Book #74 -- Amy Gordon, <i><a href="http://www.amazon.com/gp/product/0823419959/ref=as_li_ss_tl?ie=UTF8&tag=gwynraven-20&linkCode=as2&camp=217145&creative=399373&creativeASIN=0823419959">Magic by Heart</a><img src="http://www.assoc-amazon.com/e/ir?t=gwynraven-20&l=as2&o=1&a=0823419959&camp=217145&creative=399373" width="1" height="1" border="0" alt="" style="border:none !important; margin:0px !important;" /></i>, 197 pages.

In one of those alternate realities in which magical abilities are rare but not unheard of a young girl with her own budding abilities brings together a family long separated by fear and resentment.

Book #75 -- Jane Lindskold, <i><a href="http://www.amazon.com/gp/product/B003P2VCAM/ref=as_li_ss_tl?ie=UTF8&tag=gwynraven-20&linkCode=as2&camp=217145&creative=399369&creativeASIN=B003P2VCAM">Brother to Dragons, Companion to Owls</a><img src="http://www.assoc-amazon.com/e/ir?t=gwynraven-20&l=as2&o=1&a=B003P2VCAM&camp=217145&creative=399369" width="1" height="1" border="0" alt="" style="border:none !important; margin:0px !important;" /></i>, 288 pages.

Pretty impressive for an early novel with an amazing portrayal of a mentally ill protagonist trying to survive in a dystopian society.

Book #76 -- Barry Hughart, <i><a href="http://www.amazon.com/gp/product/0345321383/ref=as_li_ss_tl?ie=UTF8&tag=gwynraven-20&linkCode=as2&camp=217145&creative=399369&creativeASIN=0345321383">Bridge of Birds: A Novel of an Ancient China That Never Was</a><img src="http://www.assoc-amazon.com/e/ir?t=gwynraven-20&l=as2&o=1&a=0345321383&camp=217145&creative=399369" width="1" height="1" border="0" alt="" style="border:none !important; margin:0px !important;" /></i>, 288 pages.

How the hell did I manage to miss this one for so long? Based on a Chinese folktale, this novel has that indescribable *something* I associate with the 1980s fantasy of my childhood - something both simpler and deeper than today's polished, 'sparkly' fantasy.

Book #77 -- Megan Crewe, <i><a href="http://www.amazon.com/gp/product/B003NHR9U6/ref=as_li_ss_tl?ie=UTF8&tag=gwynraven-20&linkCode=as2&camp=217145&creative=399369&creativeASIN=B003NHR9U6">Give Up the Ghost</a><img src="http://www.assoc-amazon.com/e/ir?t=gwynraven-20&l=as2&o=1&a=B003NHR9U6&camp=217145&creative=399369" width="1" height="1" border="0" alt="" style="border:none !important; margin:0px !important;" /></i>, 256 pages.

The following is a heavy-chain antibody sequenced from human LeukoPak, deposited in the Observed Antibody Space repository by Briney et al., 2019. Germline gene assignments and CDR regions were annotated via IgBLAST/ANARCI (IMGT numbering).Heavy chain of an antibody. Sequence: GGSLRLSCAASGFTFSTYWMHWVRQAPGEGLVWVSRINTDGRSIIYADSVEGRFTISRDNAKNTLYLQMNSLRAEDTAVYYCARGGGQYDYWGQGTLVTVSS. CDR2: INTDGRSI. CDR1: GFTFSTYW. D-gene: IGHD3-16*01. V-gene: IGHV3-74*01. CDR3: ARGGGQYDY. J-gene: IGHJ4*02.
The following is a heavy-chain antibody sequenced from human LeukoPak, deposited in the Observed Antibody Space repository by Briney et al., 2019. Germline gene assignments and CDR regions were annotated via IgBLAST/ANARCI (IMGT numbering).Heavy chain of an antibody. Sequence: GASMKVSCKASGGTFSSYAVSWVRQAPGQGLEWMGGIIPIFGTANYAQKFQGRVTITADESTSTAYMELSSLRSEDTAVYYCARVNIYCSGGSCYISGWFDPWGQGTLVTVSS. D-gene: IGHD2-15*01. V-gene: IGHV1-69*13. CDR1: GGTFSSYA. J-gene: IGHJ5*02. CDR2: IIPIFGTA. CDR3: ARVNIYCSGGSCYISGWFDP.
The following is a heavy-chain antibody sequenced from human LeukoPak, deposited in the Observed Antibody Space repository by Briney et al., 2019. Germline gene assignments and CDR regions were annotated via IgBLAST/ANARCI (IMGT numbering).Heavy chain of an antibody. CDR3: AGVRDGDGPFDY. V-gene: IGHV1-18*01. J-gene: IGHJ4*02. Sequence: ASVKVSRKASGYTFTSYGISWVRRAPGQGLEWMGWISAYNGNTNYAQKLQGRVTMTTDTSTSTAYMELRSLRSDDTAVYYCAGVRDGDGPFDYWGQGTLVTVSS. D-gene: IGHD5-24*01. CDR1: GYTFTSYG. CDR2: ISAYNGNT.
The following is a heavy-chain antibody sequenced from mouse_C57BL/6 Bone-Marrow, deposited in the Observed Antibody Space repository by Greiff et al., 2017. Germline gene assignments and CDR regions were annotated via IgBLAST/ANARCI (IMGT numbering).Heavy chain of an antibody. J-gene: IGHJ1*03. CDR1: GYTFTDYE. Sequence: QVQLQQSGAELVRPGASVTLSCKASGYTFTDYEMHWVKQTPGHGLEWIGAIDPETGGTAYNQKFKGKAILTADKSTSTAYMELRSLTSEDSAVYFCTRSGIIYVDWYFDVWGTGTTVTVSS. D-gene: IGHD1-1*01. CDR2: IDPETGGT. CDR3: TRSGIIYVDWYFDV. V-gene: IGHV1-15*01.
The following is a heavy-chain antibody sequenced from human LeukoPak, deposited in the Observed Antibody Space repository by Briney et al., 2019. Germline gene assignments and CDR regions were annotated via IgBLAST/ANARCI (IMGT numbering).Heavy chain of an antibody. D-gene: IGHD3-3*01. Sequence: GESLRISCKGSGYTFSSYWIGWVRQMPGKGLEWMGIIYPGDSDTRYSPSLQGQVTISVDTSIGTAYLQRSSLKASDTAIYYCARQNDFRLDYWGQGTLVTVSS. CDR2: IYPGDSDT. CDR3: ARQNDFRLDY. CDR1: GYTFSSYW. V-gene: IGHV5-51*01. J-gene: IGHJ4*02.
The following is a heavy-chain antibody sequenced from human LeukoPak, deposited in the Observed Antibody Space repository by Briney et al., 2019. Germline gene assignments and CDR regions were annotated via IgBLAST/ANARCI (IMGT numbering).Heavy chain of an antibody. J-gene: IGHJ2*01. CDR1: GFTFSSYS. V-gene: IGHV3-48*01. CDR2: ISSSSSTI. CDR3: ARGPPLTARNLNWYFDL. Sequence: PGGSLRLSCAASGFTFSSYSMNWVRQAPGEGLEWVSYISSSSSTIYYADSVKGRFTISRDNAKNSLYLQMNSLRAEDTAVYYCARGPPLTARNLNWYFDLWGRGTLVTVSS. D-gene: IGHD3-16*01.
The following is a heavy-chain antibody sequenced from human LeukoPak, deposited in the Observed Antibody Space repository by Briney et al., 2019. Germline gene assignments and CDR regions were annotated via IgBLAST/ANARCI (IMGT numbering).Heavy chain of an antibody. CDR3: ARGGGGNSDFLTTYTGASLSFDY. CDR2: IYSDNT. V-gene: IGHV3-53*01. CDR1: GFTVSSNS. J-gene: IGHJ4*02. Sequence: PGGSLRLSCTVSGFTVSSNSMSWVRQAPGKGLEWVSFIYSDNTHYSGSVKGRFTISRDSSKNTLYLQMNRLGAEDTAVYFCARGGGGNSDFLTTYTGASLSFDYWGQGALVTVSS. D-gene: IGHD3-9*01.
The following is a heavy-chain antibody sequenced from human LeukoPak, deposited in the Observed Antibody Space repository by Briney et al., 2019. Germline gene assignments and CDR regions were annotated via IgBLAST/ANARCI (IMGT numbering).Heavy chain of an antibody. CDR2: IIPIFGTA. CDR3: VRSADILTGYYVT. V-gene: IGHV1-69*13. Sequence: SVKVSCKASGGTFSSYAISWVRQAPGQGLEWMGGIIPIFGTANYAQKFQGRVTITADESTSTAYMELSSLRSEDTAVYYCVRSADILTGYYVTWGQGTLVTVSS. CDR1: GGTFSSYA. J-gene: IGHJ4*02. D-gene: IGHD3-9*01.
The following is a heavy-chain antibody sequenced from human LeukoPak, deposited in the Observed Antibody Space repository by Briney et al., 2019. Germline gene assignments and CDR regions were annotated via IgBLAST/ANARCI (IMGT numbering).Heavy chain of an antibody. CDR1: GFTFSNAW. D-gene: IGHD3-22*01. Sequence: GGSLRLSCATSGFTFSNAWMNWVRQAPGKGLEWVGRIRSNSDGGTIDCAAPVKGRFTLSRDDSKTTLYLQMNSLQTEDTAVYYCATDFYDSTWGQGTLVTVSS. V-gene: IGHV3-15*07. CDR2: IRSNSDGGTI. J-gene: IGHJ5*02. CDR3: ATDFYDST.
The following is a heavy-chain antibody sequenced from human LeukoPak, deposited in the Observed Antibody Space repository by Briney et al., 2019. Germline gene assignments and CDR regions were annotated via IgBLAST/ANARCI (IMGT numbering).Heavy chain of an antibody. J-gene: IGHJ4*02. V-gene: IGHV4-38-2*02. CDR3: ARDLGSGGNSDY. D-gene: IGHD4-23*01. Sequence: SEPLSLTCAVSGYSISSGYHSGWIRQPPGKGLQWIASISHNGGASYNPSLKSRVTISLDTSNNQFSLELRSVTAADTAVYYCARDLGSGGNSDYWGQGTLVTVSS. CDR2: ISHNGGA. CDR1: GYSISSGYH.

Cass knows her parents are worried about her, but she wishes they wouldn't bother. With her dad always off in his own world and her mother always on the road, Cass has been taking care of herself since her older sister died. Not that death has stopped her from poking her nose into Cass's business. Besides, Cass has friends, they're just . . . well, dead.

Book #78 -- Dean Hale, Shannon Hale, and Nathan Hale, <i><a href="http://www.amazon.com/gp/product/159990070X/ref=as_li_ss_tl?ie=UTF8&tag=gwynraven-20&linkCode=as2&camp=217145&creative=399369&creativeASIN=159990070X">Rapunzel's Revenge</a><img src="http://www.assoc-amazon.com/e/ir?t=gwynraven-20&l=as2&o=1&a=159990070X&camp=217145&creative=399369" width="1" height="1" border="0" alt="" style="border:none !important; margin:0px !important;" /></i>, 144 pages.

Graphic novel version of a kick-ass, braid-whipping Rapunzel.

Book #79 -- Kerry Hardie, <I><a href="http://www.amazon.com/gp/product/0316076236/ref=as_li_ss_tl?ie=UTF8&tag=gwynraven-20&linkCode=as2&camp=217145&creative=399373&creativeASIN=0316076236">The Bird Woman: A Novel</a><img src="http://www.assoc-amazon.com/e/ir?t=gwynraven-20&l=as2&o=1&a=0316076236&camp=217145&creative=399373" width="1" height="1" border="0" alt="" style="border:none !important; margin:0px !important;" /></i>, 384 pages.

This is exactly the sort of domestic strife novel I wouldn't usually buy, but picked up cause it was free at ALA and I'm very glad I did.

Progress toward goals: 305/365 = 83.6%

Books: 79/100 = 79.0%

Pages: 23753/30000 = 79.2%

cross-posted to <ljcomm=15000pages>, <lj comm=50bookchallenge>, and <lj user=gwynraven>
book and cup

#107 A Pair of Blue Eyes - Thomas Hardy (1873)

A Pair of Blue Eyes, though early in the sequence of Hardy s novels, is lively and gripping. Its dramatic cliff-hanging episode, for example, is at once tense, ironic, feministic and erotic. With settings in Wessex and London, the novel also has some strongly autobiographical features, as the blue-eyed heroine, Elfride Swancourt, is based largely on Emma Gifford, who became Thomas Hardy s first wife. Elfride s vivacious nature attracts several lovers, but she is beset by sexual prejudice, and the ensuing ironies reveal the constraints of her times. A Pair of Blue Eyes provides an engaging and moving experience for today s readers.

Read this as part of the Thomas Hardy reading challenge. The second time I have read this novel, and yet I found I had remembered nothing of the story at all. I was puzzled by this as I found it hugely readable, and really very gripping in parts, which I must surely have done the first time I read it. The prose is beautiful, the descriptions of landscape, and buildings are lovely. It is a wonderfully accessible Hardy novel, and one I would recommend to people who don't like some of the better known later novels which can be much darker, not that this one ends all happily ever after or anything, this is Thomas Hardy after all.

What Hardy manages to highlight beautifully in this novel, are the double standards that society placed upon Men and Women at this time. Elfride is judged harshly by the men in her life. Another familiar theme is that of the disparity between people of different classes. Elfride's love interest's are each from a higher social standing from the one before. Essentially the story is of Elfride's relationships with young architect Stephen Smith, who's humble family background finally drives them apart, and then later with Smith's older friend and mentor Henry Knight. The stories of these three likeable people are portrayed with all the protagonists victims to circumstance rather than there being villains and heroes. Secrets, lies, an embittered widow who threatens to reveal all she knows, and a dramatic cliff top scene make for a brilliant page turner of a read